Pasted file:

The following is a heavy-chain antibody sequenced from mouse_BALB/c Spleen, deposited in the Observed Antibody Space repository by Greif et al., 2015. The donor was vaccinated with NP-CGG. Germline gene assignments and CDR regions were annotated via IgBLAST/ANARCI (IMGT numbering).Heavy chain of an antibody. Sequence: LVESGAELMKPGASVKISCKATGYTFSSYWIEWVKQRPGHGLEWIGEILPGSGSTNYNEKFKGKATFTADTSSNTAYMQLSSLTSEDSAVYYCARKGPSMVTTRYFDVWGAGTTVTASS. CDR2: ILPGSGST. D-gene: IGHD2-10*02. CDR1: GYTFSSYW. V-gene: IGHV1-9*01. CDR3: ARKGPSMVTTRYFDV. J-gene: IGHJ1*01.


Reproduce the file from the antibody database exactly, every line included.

The following is a heavy-chain antibody sequenced from mouse_BALB/c Spleen, deposited in the Observed Antibody Space repository by Greif et al., 2015. The donor was vaccinated with NP-CGG. Germline gene assignments and CDR regions were annotated via IgBLAST/ANARCI (IMGT numbering).Heavy chain of an antibody. Sequence: LVESGAELMKPGASVKISCKATGYTFSSYWIEWVKQRPGHGLEWIGEILPGSGSTNYNEKFKGKATFTADTSSNTAYMQLSSLTSEDSAVYYCARKGPSMVTTRYFDVWGAGTTVTASS. CDR2: ILPGSGST. D-gene: IGHD2-10*02. CDR1: GYTFSSYW. V-gene: IGHV1-9*01. CDR3: ARKGPSMVTTRYFDV. J-gene: IGHJ1*01.